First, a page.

On gag rules, spy tools and freedom of speech

April 22, 2002

JOHN ASHCROFT wants to know what you're reading.

That's but one chilling implication of the USA Patriot Act, which was rushed into law following the Sept. 11 tragedy, ostensibly to expand the tools authorities use to catch spies and terrorists. Combine it with new Bush administration policies obscuring the public's view of government and limiting access to public records and presidential papers, and what emerges is a pattern of assaults on the First Amendment, cloaked in swagger about national security and patriotism.

America will be neither safer nor stronger if its elected leaders hide their activities, and if free-thinking citizens cannot assess the merits and foundations of their decisions. Yet Mr. Ashcroft has made it easier for federal agencies to deny citizens' Freedom of Information requests for documents paving a paper trail of government action. And repositories of federal reports have been ordered to shred dozens of documents to prevent public inspection.

America will not be made secure by allowing the Justice Department to pry into library patron records, which many states have declared confidential, or by requiring bookshops to reveal the titles that customers are buying. Yet the Patriot Act allows the FBI to act on suspicion and secretly study a person's reading habits in terrorism or espionage investigations. There's a gag order prohibiting librarians and booksellers from telling anyone - even the customer himself - that borrowing records have been seized.

The chilling effect is far-reaching.

A decade ago, the American Library Association (ALA) believed it had successfully ended snooping in the stacks by exposing and protesting the FBI's monitoring of Eastern European patrons with the hope of catching Soviet spies. Now the Patriot Act reissues Big Brother's library pass, according to ALA spokesmen.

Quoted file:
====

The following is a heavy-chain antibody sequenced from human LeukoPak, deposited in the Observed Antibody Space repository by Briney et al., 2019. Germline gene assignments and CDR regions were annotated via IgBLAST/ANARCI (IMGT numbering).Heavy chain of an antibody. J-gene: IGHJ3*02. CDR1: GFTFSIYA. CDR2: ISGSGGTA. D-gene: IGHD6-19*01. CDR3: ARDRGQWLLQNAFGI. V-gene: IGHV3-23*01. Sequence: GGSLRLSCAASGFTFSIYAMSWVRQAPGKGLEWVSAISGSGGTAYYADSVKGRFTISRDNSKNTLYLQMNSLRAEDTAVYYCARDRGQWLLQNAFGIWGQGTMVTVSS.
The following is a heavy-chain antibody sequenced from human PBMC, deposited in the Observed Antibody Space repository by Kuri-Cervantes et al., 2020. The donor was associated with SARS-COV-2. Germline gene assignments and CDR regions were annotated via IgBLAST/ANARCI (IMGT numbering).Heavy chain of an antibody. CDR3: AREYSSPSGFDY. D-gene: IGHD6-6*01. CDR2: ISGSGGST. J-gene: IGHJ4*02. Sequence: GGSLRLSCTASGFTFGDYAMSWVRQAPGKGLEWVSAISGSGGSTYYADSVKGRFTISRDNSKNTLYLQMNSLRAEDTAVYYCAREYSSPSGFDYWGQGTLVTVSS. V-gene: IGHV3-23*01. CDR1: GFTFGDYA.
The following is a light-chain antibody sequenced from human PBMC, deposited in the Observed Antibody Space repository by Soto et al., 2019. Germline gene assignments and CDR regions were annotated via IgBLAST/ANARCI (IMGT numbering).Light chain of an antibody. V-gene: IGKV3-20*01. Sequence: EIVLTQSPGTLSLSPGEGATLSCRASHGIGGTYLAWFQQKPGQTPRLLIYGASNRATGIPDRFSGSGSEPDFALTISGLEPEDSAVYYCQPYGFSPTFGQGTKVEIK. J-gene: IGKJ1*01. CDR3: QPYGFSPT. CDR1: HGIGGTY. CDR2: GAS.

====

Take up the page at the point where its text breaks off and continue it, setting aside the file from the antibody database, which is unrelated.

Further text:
American Booksellers Association members, especially small independent stores, also are alarmed. Should they maintain or purge customer records, which could build the business but now also can be used to breach the customers' trust?

To be sure, the anxiety existed before Sept. 11, but booksellers were able to rely on the First Amendment to challenge and, where possible, quash search warrants. This month, for example, the Colorado Supreme Court upheld a Denver bookstore's right to protect its sales record from police review. According to the ALA, searches initiated under the Patriot Act cannot be challenged.

Librarians and booksellers are joining forces with civil liberties groups to protest these incursions on the freedom to read, which is a cornerstone of free speech. But they need readers as well to join in asserting that intellectual curiosity is not a luxury but a patriotic and democratic duty.

The worthy goal of protecting America from assault does not justify the dismantling of freedoms protected by the Constitution. And if the heinous acts of Sept. 11 prompt us to abandon the very liberties essential to our democracy, what are we fighting for?

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